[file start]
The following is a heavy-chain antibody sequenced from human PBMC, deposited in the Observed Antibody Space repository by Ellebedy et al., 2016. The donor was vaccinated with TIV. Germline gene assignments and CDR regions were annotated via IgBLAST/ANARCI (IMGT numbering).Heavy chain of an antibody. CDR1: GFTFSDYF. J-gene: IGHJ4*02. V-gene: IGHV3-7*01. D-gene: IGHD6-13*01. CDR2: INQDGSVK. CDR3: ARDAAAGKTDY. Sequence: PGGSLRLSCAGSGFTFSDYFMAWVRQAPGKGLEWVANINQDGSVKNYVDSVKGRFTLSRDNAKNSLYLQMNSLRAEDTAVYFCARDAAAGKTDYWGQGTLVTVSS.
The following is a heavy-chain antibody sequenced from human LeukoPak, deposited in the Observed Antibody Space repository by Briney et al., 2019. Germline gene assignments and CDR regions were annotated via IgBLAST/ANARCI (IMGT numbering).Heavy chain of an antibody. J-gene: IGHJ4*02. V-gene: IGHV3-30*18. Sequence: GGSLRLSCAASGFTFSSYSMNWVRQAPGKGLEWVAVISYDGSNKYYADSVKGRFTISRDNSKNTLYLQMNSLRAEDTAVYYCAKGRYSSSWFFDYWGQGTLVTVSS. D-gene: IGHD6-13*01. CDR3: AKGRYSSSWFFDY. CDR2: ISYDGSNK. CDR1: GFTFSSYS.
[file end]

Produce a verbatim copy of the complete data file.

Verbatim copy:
The following is a heavy-chain antibody sequenced from human PBMC, deposited in the Observed Antibody Space repository by Ellebedy et al., 2016. The donor was vaccinated with TIV. Germline gene assignments and CDR regions were annotated via IgBLAST/ANARCI (IMGT numbering).Heavy chain of an antibody. CDR1: GFTFSDYF. J-gene: IGHJ4*02. V-gene: IGHV3-7*01. D-gene: IGHD6-13*01. CDR2: INQDGSVK. CDR3: ARDAAAGKTDY. Sequence: PGGSLRLSCAGSGFTFSDYFMAWVRQAPGKGLEWVANINQDGSVKNYVDSVKGRFTLSRDNAKNSLYLQMNSLRAEDTAVYFCARDAAAGKTDYWGQGTLVTVSS.
The following is a heavy-chain antibody sequenced from human LeukoPak, deposited in the Observed Antibody Space repository by Briney et al., 2019. Germline gene assignments and CDR regions were annotated via IgBLAST/ANARCI (IMGT numbering).Heavy chain of an antibody. J-gene: IGHJ4*02. V-gene: IGHV3-30*18. Sequence: GGSLRLSCAASGFTFSSYSMNWVRQAPGKGLEWVAVISYDGSNKYYADSVKGRFTISRDNSKNTLYLQMNSLRAEDTAVYYCAKGRYSSSWFFDYWGQGTLVTVSS. D-gene: IGHD6-13*01. CDR3: AKGRYSSSWFFDY. CDR2: ISYDGSNK. CDR1: GFTFSSYS.